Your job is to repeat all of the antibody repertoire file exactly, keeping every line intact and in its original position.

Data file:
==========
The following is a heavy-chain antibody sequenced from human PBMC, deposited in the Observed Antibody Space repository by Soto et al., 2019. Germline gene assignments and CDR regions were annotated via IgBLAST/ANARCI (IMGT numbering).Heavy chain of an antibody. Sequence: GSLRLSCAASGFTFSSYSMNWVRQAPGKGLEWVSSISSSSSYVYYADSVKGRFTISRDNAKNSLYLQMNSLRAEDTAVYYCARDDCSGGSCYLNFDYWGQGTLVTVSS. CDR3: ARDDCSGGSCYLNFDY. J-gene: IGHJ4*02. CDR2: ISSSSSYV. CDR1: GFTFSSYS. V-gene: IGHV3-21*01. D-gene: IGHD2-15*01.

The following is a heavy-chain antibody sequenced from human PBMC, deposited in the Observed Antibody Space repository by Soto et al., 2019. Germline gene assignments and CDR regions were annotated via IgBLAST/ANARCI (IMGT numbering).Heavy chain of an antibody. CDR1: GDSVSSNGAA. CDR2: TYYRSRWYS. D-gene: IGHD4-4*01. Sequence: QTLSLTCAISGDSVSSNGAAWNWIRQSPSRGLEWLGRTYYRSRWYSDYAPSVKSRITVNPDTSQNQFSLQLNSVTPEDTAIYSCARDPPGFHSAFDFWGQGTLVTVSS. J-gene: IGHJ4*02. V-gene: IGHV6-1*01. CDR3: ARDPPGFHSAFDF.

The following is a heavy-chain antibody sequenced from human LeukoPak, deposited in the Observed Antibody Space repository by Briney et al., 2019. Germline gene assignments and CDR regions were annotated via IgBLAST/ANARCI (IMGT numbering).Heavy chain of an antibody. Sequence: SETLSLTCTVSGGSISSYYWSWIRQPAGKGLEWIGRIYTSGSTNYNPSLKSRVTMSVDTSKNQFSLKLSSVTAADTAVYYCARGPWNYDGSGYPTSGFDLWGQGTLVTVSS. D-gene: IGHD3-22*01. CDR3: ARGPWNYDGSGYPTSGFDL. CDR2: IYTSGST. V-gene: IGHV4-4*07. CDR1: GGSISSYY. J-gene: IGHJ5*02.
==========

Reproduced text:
The following is a heavy-chain antibody sequenced from human PBMC, deposited in the Observed Antibody Space repository by Soto et al., 2019. Germline gene assignments and CDR regions were annotated via IgBLAST/ANARCI (IMGT numbering).Heavy chain of an antibody. Sequence: GSLRLSCAASGFTFSSYSMNWVRQAPGKGLEWVSSISSSSSYVYYADSVKGRFTISRDNAKNSLYLQMNSLRAEDTAVYYCARDDCSGGSCYLNFDYWGQGTLVTVSS. CDR3: ARDDCSGGSCYLNFDY. J-gene: IGHJ4*02. CDR2: ISSSSSYV. CDR1: GFTFSSYS. V-gene: IGHV3-21*01. D-gene: IGHD2-15*01.

The following is a heavy-chain antibody sequenced from human PBMC, deposited in the Observed Antibody Space repository by Soto et al., 2019. Germline gene assignments and CDR regions were annotated via IgBLAST/ANARCI (IMGT numbering).Heavy chain of an antibody. CDR1: GDSVSSNGAA. CDR2: TYYRSRWYS. D-gene: IGHD4-4*01. Sequence: QTLSLTCAISGDSVSSNGAAWNWIRQSPSRGLEWLGRTYYRSRWYSDYAPSVKSRITVNPDTSQNQFSLQLNSVTPEDTAIYSCARDPPGFHSAFDFWGQGTLVTVSS. J-gene: IGHJ4*02. V-gene: IGHV6-1*01. CDR3: ARDPPGFHSAFDF.

The following is a heavy-chain antibody sequenced from human LeukoPak, deposited in the Observed Antibody Space repository by Briney et al., 2019. Germline gene assignments and CDR regions were annotated via IgBLAST/ANARCI (IMGT numbering).Heavy chain of an antibody. Sequence: SETLSLTCTVSGGSISSYYWSWIRQPAGKGLEWIGRIYTSGSTNYNPSLKSRVTMSVDTSKNQFSLKLSSVTAADTAVYYCARGPWNYDGSGYPTSGFDLWGQGTLVTVSS. D-gene: IGHD3-22*01. CDR3: ARGPWNYDGSGYPTSGFDL. CDR2: IYTSGST. V-gene: IGHV4-4*07. CDR1: GGSISSYY. J-gene: IGHJ5*02.